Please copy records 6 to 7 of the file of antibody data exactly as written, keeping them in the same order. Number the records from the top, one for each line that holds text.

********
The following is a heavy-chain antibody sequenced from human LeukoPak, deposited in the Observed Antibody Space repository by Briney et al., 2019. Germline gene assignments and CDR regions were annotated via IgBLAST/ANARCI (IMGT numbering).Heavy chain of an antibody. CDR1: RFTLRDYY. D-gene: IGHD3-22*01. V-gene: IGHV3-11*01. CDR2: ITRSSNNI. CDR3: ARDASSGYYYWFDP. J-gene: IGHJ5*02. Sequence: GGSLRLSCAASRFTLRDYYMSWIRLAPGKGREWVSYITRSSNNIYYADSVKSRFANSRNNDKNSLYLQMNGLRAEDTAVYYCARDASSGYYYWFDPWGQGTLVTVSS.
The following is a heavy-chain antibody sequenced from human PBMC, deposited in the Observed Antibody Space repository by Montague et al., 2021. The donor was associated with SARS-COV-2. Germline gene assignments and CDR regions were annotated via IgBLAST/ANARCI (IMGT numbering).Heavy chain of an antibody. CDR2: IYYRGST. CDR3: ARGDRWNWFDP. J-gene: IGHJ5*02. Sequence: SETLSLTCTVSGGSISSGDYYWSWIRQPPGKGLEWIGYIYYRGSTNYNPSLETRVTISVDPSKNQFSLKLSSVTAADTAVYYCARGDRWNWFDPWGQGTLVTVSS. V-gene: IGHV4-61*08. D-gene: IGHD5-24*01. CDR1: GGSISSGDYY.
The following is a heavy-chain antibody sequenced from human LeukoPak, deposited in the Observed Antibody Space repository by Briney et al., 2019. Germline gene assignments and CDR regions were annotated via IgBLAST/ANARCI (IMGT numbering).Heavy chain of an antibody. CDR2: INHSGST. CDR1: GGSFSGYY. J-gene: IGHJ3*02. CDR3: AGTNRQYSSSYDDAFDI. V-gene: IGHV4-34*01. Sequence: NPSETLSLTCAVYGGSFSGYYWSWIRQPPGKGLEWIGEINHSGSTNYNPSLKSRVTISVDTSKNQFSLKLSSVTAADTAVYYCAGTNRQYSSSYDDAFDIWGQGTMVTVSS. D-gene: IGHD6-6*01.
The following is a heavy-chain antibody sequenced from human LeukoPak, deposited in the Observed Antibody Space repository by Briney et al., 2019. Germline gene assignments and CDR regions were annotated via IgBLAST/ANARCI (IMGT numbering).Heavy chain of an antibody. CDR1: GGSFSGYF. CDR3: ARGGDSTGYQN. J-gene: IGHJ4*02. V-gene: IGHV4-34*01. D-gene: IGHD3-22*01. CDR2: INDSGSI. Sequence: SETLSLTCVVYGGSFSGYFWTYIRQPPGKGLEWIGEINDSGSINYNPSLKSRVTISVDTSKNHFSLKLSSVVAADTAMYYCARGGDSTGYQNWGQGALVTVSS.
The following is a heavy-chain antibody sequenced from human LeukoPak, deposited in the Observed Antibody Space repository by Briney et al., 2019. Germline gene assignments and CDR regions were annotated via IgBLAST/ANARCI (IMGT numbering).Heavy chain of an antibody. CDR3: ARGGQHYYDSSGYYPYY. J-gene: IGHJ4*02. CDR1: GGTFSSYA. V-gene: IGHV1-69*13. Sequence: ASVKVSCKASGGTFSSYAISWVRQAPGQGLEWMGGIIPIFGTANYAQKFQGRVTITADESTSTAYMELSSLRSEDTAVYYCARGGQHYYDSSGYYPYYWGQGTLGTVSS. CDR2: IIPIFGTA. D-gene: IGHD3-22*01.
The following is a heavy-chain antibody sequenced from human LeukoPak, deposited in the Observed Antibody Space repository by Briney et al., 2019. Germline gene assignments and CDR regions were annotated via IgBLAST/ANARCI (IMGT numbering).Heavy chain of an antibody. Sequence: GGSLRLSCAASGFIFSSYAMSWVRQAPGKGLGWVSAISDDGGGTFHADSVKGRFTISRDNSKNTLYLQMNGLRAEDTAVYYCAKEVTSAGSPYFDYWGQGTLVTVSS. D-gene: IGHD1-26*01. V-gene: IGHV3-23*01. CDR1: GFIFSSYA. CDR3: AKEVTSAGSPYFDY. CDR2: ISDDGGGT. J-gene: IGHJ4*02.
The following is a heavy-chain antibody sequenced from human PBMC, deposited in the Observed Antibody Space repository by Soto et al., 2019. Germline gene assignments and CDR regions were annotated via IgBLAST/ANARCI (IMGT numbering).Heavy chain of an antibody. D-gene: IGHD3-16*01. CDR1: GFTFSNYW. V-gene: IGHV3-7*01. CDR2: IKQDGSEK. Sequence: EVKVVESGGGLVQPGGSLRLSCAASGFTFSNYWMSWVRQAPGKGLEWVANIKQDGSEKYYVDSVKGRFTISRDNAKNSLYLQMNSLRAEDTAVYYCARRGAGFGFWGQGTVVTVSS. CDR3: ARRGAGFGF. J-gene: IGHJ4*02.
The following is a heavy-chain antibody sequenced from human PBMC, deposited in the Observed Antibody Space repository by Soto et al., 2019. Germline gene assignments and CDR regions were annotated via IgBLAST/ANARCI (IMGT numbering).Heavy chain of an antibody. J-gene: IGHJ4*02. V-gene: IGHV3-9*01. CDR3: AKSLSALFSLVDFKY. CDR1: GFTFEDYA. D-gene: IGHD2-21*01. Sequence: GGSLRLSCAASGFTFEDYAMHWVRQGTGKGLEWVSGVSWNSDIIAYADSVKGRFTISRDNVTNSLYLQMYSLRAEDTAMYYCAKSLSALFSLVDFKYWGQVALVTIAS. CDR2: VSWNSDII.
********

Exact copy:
The following is a heavy-chain antibody sequenced from human LeukoPak, deposited in the Observed Antibody Space repository by Briney et al., 2019. Germline gene assignments and CDR regions were annotated via IgBLAST/ANARCI (IMGT numbering).Heavy chain of an antibody. Sequence: GGSLRLSCAASGFIFSSYAMSWVRQAPGKGLGWVSAISDDGGGTFHADSVKGRFTISRDNSKNTLYLQMNGLRAEDTAVYYCAKEVTSAGSPYFDYWGQGTLVTVSS. D-gene: IGHD1-26*01. V-gene: IGHV3-23*01. CDR1: GFIFSSYA. CDR3: AKEVTSAGSPYFDY. CDR2: ISDDGGGT. J-gene: IGHJ4*02.
The following is a heavy-chain antibody sequenced from human PBMC, deposited in the Observed Antibody Space repository by Soto et al., 2019. Germline gene assignments and CDR regions were annotated via IgBLAST/ANARCI (IMGT numbering).Heavy chain of an antibody. D-gene: IGHD3-16*01. CDR1: GFTFSNYW. V-gene: IGHV3-7*01. CDR2: IKQDGSEK. Sequence: EVKVVESGGGLVQPGGSLRLSCAASGFTFSNYWMSWVRQAPGKGLEWVANIKQDGSEKYYVDSVKGRFTISRDNAKNSLYLQMNSLRAEDTAVYYCARRGAGFGFWGQGTVVTVSS. CDR3: ARRGAGFGF. J-gene: IGHJ4*02.